“We offer the best product and service,” said Scott. That applies to all components of Hofeling Enterprises, which he launched in 1997.

Land-clearing jobs are typically small development projects ranging from one to 10 acres.

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The company will use an excavator to push down and remove trees. If the job is not far, in order to make the best use of the electric grinder the company will haul the wood material back to the yard for grinding. In some cases it only provides on-site grinding of wood debris. The company also makes slash mulch for state highway projects.

Front row, from left, Scott Boudreaux, operations manager for Hofeling Enterprises, vice president LeAnn Hofeling, president and owner Scott Hofeling, and their son, Austin Hofeling; back row, from left, Tim Wenger, vice president and sales manager of CW Mill Equipment, Bert Neukirch, fleet and sales manager for Hofeling Enterprises, and Roy Yardley, heavy equipment operator.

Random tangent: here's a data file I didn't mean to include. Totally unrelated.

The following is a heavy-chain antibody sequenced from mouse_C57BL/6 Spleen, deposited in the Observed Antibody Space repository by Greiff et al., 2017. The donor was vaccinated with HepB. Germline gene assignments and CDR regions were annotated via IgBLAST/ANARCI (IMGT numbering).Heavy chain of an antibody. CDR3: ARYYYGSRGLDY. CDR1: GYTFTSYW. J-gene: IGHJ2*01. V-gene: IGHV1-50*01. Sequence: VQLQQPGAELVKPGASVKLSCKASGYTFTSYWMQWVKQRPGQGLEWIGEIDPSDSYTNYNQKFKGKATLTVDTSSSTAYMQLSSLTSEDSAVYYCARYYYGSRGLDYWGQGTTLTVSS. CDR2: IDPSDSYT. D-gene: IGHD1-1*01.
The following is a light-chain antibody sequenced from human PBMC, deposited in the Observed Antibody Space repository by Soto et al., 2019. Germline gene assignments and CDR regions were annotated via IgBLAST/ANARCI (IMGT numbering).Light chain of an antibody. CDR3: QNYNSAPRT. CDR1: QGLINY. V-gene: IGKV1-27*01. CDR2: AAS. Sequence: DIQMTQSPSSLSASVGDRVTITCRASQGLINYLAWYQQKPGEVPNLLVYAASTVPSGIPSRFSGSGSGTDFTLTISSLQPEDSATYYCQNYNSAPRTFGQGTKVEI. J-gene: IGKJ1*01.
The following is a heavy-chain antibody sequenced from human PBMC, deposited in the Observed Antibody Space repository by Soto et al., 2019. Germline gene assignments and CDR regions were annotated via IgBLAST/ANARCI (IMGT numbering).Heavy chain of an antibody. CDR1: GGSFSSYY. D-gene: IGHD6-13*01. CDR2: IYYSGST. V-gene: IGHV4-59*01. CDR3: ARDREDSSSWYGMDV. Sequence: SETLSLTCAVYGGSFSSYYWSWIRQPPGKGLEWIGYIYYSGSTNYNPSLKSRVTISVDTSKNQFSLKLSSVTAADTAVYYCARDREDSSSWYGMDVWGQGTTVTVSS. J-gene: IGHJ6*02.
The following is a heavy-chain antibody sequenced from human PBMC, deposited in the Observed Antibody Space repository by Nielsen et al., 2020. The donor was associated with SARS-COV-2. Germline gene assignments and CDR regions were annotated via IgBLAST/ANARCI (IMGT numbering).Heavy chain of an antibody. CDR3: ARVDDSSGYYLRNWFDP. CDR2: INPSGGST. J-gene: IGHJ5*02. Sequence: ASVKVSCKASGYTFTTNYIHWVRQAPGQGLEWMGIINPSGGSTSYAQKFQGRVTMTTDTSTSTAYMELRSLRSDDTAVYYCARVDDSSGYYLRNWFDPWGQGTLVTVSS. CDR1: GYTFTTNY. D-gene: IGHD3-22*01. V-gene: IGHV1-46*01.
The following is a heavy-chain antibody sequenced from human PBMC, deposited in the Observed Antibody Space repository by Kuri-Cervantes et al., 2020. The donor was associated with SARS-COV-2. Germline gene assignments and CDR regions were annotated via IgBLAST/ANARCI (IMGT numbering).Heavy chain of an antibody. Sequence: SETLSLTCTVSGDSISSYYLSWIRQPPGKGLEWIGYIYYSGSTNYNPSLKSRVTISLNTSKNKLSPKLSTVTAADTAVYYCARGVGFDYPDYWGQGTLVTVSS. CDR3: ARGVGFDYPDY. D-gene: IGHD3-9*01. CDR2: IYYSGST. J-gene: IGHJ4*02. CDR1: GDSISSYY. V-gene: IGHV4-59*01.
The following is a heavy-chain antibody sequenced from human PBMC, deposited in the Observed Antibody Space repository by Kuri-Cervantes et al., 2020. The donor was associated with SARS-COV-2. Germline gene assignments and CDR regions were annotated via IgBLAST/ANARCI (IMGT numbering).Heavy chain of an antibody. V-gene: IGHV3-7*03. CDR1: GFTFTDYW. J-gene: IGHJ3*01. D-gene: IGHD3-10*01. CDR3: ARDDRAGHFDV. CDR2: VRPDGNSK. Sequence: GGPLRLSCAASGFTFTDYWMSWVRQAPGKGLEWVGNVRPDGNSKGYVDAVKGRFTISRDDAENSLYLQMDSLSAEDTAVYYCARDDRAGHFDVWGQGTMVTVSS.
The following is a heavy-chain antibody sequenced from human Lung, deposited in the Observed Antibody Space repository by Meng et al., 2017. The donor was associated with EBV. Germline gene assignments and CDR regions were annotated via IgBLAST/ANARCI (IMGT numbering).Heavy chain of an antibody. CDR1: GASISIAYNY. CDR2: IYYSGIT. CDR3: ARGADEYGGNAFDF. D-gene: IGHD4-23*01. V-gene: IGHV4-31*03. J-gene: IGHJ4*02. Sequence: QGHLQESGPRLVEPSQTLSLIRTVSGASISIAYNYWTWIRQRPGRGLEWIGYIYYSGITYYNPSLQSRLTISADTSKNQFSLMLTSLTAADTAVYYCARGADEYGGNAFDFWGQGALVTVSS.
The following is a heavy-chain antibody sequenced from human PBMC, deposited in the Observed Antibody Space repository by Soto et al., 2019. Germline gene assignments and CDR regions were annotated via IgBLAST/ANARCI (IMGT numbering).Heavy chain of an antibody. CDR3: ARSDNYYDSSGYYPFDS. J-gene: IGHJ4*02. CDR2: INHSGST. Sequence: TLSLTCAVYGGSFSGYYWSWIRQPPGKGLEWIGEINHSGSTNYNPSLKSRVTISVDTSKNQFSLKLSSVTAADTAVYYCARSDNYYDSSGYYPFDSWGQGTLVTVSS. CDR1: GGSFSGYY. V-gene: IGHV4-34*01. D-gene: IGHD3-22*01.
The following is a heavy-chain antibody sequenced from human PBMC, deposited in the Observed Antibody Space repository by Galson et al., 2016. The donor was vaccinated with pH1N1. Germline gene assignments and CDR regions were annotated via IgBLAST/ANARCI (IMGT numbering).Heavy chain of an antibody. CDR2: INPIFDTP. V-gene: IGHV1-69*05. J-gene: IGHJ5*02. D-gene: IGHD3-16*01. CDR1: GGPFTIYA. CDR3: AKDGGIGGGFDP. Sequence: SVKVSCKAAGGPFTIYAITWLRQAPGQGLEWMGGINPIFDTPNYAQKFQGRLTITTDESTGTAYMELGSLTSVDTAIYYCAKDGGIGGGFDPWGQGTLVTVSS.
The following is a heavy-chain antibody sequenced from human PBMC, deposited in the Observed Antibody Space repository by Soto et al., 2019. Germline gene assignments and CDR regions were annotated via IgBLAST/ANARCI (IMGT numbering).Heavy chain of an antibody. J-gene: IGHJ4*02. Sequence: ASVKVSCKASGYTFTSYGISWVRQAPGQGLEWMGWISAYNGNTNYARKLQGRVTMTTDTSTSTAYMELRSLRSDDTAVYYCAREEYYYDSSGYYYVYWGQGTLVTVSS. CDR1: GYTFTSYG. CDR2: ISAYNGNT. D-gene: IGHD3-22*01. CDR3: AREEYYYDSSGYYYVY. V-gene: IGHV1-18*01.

Scott first got to know Tim Wenger, the owner (and vice president and sales manager) of CW Mill Equipment, in 2007. Scott had found a used HogZilla grinder that he wanted to purchase and have refurbished.

Naturally, he turned to CW Mill Equipment to get the project done. By the end of 2008, Scott had purchased two used HogZilla machines and had them both refurbished by CW Mill Equipment. Up until that point, Scott had relied on a lighter duty grinder from another manufacturer, but his business was growing, and he needed more grinding power and capacity.